6. Whelton PK, He J, Cutler JA, Brancati FL, Appel LJ, Follmann D et al. Effects of oral potassium on blood pressure. Meta-analysis of randomized controlled clinical trials. JAMA 1997; 277 (20): 1624–1632.

    Article  CAS  Google Scholar 

  7. US Department of Agriculture and US Department of Health and Human Services. Dietary Guidelines for Americans 7th edn Washington, DC: US Government Printing Office, 2010.

  8. Centers for Disease C, Prevention. Usual sodium intakes compared with current dietary guidelines–United States, 2005–2008. MMWR Morb Mortal Wkly Rep 2011; 60 (41): 1413–1417.

    Google Scholar 

  9. Drewnowski A, Maillot M, Rehm C . Reducing the sodium-potassium ratio in the US diet: a challenge for public health. Am J Clin Nutr 2012; 96 (2): 439–444.

    Article  CAS  Google Scholar 

  10. IOM (Institute of Medicine). Strategies to Reduce Sodium Intake in the United States. The National Academies Press: Washington, DC, 2010.

  11. Anderson CA, Appel LJ, Okuda N, Brown IJ, Chan Q, Zhao L et al. Dietary sources of sodium in China, Japan, the United Kingdom, and the United States, women and men aged 40 to 59 years: the INTERMAP study. J Am Diet Assoc 2010; 110 (5): 736–745.

    Article  CAS  Google Scholar 

  12. Brown IJ, Tzoulaki I, Candeias V, Elliott P . Salt intakes around the world: implications for public health. Int J Epidemiol 2009; 38 (3): 791–813.

    Article  Google Scholar 

  13. Beauchamp GK, Stein LJ . Salt Taste. In the Senses: A Comprehensive Reference, (ed Basbaum A.I.) 2008. Elsevier: New York, Vol. 4: 401–408.

    Book  Google Scholar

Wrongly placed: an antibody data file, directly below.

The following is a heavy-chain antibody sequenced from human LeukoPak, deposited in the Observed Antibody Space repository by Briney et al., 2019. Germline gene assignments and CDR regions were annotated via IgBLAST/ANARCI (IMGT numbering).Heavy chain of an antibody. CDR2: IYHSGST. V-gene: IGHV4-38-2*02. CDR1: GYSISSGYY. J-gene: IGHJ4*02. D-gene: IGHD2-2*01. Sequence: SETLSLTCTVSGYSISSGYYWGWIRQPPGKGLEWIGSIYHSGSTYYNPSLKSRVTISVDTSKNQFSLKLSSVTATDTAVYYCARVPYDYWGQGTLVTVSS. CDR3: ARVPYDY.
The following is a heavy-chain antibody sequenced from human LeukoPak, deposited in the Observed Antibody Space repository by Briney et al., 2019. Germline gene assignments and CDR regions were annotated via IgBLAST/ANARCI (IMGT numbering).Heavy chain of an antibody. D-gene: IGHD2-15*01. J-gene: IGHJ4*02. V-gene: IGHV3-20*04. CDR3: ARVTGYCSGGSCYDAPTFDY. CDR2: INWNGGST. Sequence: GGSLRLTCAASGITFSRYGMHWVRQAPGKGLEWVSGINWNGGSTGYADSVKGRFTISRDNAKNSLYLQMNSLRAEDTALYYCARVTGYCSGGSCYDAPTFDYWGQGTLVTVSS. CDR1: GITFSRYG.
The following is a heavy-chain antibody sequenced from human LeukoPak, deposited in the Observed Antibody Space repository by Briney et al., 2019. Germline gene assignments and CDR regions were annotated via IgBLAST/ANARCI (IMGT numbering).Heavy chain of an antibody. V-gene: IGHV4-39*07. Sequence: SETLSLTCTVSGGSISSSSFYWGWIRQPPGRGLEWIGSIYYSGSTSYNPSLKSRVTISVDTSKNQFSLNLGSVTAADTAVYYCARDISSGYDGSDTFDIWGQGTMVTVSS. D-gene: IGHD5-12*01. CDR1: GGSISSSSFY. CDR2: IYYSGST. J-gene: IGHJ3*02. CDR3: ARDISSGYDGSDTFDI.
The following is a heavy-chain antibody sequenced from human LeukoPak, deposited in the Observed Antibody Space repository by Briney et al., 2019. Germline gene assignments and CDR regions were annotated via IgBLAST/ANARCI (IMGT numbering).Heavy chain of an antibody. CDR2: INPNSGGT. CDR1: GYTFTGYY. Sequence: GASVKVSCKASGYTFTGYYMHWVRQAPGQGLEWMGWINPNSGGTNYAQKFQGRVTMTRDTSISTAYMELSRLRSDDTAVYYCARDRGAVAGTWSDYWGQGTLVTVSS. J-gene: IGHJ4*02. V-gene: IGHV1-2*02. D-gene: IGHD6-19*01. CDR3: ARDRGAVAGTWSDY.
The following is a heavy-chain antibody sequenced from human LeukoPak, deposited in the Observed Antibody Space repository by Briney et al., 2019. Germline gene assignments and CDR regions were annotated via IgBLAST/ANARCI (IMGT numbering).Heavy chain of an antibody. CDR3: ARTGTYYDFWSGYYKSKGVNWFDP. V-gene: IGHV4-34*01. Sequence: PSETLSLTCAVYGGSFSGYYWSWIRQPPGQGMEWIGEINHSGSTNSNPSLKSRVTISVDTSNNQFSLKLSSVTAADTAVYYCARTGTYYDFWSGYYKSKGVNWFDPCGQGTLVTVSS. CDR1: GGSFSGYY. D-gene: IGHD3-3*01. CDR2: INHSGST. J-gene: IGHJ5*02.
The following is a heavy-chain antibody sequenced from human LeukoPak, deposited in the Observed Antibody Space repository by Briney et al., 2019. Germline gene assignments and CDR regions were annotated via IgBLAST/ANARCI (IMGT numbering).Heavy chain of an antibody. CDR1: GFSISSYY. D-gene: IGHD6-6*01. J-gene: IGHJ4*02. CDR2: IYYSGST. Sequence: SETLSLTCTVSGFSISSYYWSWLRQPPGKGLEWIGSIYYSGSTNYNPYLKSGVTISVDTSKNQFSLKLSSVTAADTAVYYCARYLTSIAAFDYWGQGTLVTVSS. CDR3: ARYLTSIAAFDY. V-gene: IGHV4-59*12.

14. Dietary Guidelines Advisory Committee. Report of the Dietary Guidelines Advisory Committee on the Dietary Guidelines for Americans, 2010, to the Secretary of Agriculture and the Secretary of Health and Human Services. US Department of Agriculture, Agricultural Research Service: Washington, DC, 2010.

  15. Drewnowski A . The cost of US foods as related to their nutritive value. Am J Clin Nutr 2010; 92 (5): 1181–1188.

    Article  CAS  Google Scholar 

  16. Monsivais P, Aggarwal A, Drewnowski A . Following federal guidelines to increase nutrient consumption may lead to higher food costs for consumers. Health Aff (Millwood) 2011; 30 (8): 1471–1477.

    Article  Google Scholar 

  17. Kaplan GA, Keil JE . Socioeconomic factors and cardiovascular disease: a review of the literature. Circulation 1993; 88 (4 Pt 1): 1973–1998.

    Article  CAS  Google Scholar 

  18. Mensah GA, Mokdad AH, Ford ES, Greenlund KJ, Croft JB . State of disparities in cardiovascular health in the United States. Circulation 2005; 111 (10): 1233–1241.

    Article  Google Scholar 

  19. Centers for Disease Control and Prevention. National Health and Nutrition Examination Survey. MEC In-person dietary interviewers procedures manual. January 2002. Accessed 15 February 2012.

  20. Rehm CD, Monsivais P, Drewnowski A . The quality and monetary value of diets consumed by adults in the United States. Am J Clin Nutr 2011; 94 (5): 1333–1339.

    Article  CAS  Google Scholar 

  21. Carlson A, Lino M, Juan WY, Marcoe K, Bente L, Hiza HAB, Guenther PM, Leibtag E . Development of the CNPP Prices Database. Center for Nutrition Policy and Promotion, US Dept of Agriculture: Washington, DC, 2008.

    Google Scholar 

  22. National Cancer Institute. Risk Factor Monitorting and Methods Figure 1. List of specific foods: Result of grouping like foods reported in 2003–2006 NHANES. 2011.

  23. Hoffmann K, Schulze MB, Schienkiewitz A, Nothlings U, Boeing H . Application of a new statistical method to derive dietary patterns in nutritional epidemiology. Am J Epidemiol 2004; 159 (10): 935–944.

    Article  Google Scholar 

  24. Cogswell ME, Zhang Z, Carriquiry AL, Gunn JP, Kuklina EV, Saydah SH et al. Sodium and potassium intakes among US adults: NHANES 2003–2008. Am J Clin Nutr 2012; 96 (3): 647–657.